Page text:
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Career profile Mobile Home Installer

Also known as Delivery Crew Worker, Mobile Home Installer, Mobile Home Laborer, Mobile Home Set-Up Person, Modular Set Crew Member, Set Up Technician

Mobile Home Installer

Also known as Delivery Crew Worker, Mobile Home Installer, Mobile Home Laborer

Interests Profile
  • Realistic
  • Conventional
  • Enterprising
Pay Range
$23,330 - $52,200 (annual)
Required Skills
  • Critical Thinking
  • Operation and Control
  • Quality Control Analysis
Knowledge Areas
  • Building and Construction
  • Public Safety and Security
  • Customer and Personal Service
Core tasks
  • Seal open sides of modular units to prepare them for shipment, using polyethylene sheets, nails, and hammers.
  • Move and set up mobile homes or prefabricated buildings on owners' lots or at mobile home parks.
  • Inspect, examine, and test the operation of parts or systems to evaluate operating condition and to determine if repairs are needed.
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What does a Mobile Home Installer do?

Mobile Home Installers move or install mobile homes or prefabricated buildings.

What kind of tasks does a Mobile Home Installer perform regularly?

Mobile Home Installers are often responsible for overseeing or executing some or all of the following tasks:

  • Seal open sides of modular units to prepare them for shipment, using polyethylene sheets, nails, and hammers.
  • Move and set up mobile homes or prefabricated buildings on owners' lots or at mobile home parks.
  • Inspect, examine, and test the operation of parts or systems to evaluate operating condition and to determine if repairs are needed.
  • Connect water hoses to inlet pipes of plumbing systems, and test operation of plumbing fixtures.
  • Remove damaged exterior panels, repair and replace structural frame members, and seal leaks, using hand tools.
  • List parts needed, estimate costs, and plan work procedures, using parts lists, technical manuals, and diagrams.
  • Confer with customers or read work orders to determine the nature and extent of damage to units.
  • Install, repair, and replace units, fixtures, appliances, and other items and systems in mobile and modular homes, prefabricated buildings, or travel trailers, using hand tools or power tools.
  • Reset hardware, using chisels, mallets, and screwdrivers.
  • Repair leaks in plumbing or gas lines, using caulking compounds and plastic or copper pipe.
  • Locate and repair frayed wiring, broken connections, or incorrect wiring, using ohmmeters, soldering irons, tape, and hand tools.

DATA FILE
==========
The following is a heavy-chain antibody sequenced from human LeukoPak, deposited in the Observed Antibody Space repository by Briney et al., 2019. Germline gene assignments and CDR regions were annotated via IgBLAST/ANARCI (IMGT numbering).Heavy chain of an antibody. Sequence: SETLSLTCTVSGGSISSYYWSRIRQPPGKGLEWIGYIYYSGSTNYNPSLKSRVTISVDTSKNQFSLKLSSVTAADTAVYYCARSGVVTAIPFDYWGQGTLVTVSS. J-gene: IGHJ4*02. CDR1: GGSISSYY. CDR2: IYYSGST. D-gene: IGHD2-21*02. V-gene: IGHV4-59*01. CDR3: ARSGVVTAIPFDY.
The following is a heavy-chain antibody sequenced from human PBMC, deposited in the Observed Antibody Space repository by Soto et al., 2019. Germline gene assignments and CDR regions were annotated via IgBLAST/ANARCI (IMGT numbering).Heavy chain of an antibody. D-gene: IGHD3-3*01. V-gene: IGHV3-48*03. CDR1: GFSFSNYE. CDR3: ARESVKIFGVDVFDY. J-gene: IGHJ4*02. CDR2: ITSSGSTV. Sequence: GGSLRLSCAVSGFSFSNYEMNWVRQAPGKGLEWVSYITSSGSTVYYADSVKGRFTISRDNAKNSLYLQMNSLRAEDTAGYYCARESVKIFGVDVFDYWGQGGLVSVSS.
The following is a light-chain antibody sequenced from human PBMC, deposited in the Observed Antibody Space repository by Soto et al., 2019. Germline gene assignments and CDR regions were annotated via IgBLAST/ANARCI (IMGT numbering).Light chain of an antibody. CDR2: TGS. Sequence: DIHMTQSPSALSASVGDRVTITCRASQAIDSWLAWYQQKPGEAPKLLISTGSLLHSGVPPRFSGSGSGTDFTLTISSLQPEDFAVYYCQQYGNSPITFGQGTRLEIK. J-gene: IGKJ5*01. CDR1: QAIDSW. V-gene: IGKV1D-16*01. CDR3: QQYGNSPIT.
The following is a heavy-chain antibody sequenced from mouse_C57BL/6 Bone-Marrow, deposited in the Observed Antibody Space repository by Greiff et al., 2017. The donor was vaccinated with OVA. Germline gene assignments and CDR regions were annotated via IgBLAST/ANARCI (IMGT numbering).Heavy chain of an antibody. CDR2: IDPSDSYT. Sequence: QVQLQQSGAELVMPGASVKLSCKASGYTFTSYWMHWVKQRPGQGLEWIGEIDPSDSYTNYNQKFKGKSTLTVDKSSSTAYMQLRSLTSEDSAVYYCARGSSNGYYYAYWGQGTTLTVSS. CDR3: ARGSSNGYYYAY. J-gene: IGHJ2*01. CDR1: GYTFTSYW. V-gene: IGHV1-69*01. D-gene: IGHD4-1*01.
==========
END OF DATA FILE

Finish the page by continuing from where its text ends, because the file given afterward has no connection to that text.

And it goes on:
• Open and close doors, windows, and drawers to test their operation, trimming edges to fit, using jackplanes or drawknives.

The above responsibilities are specific to Mobile Home Installers. More generally, Mobile Home Installers are involved in several broader types of activities:

Inspecting Equipment, Structures, or Materials
Inspecting equipment, structures, or materials to identify the cause of errors or other problems or defects.
Controlling Machines and Processes
Using either control mechanisms or direct physical activity to operate machines or processes (not including computers or vehicles).
Evaluating Information to Determine Compliance with Standards
Using relevant information and individual judgment to determine whether events or processes comply with laws, regulations, or standards.
Making Decisions and Solving Problems
Analyzing information and evaluating results to choose the best solution and solve problems.
Performing General Physical Activities
Performing physical activities that require considerable use of your arms and legs and moving your whole body, such as climbing, lifting, balancing, walking, stooping, and handling materials.

What is a Mobile Home Installer salary?

The median salary for a Mobile Home Installer is $35,120, and the average salary is $36,360. Both the median and average roughly describe the middle of the Mobile Home Installer salary range, but the average is more easily affected by extremely high or low salaries.

Many Mobile Home Installers earn significantly more or less than the average, due to several factors. About 10% of Mobile Home Installers earn less than $23,330 per year, 25% earn less than $27,870, 75% earn less than $42,890, and 90% earn less than $52,200.

Between the years of 2020 and 2030, the number of Mobile Home Installers is expected to change by -17.6%, and there should be roughly 300 open positions for Mobile Home Installers every year.

Median annual salary
$35,120
Typical salary range
$23,330 - $52,200
Projected growth (2020 - 2030)
-17.6%

What personality traits are common among Mobile Home Installers?

Interests

Career interests describe a person's preferences for different types of working environments and activities. When a person's interest match the demands of an occupation, people are usually more engaged and satisfied in that role.

Compared to most occupations, those who work as a Mobile Home Installer are usually higher in their Realistic interests.

Mobile Home Installers typically have very strong Realistic interests. Realistic occupations frequently involve work activities that include practical, hands-on problems and solutions. They often deal with plants, animals, and real-world materials like wood, tools, and machinery. Many of the occupations require working outside, and do not involve a lot of paperwork or working closely with others.

Values

People differ in their values, or what is most important to them for building job satisfaction and fulfillment.

Compared to most people, those working as a Mobile Home Installer tend to value Support, Relationships, and Independence.

Most importantly, Mobile Home Installers strongly value Support. Occupations that satisfy this work value offer supportive management that stands behind employees.

Second, Mobile Home Installers strongly value Relationships. Occupations that satisfy this work value allow employees to provide service to others and work with co-workers in a friendly non-competitive environment.

Lastly, Mobile Home Installers moderately value Independence. Occupations that satisfy this work value allow employees to work on their own and make decisions.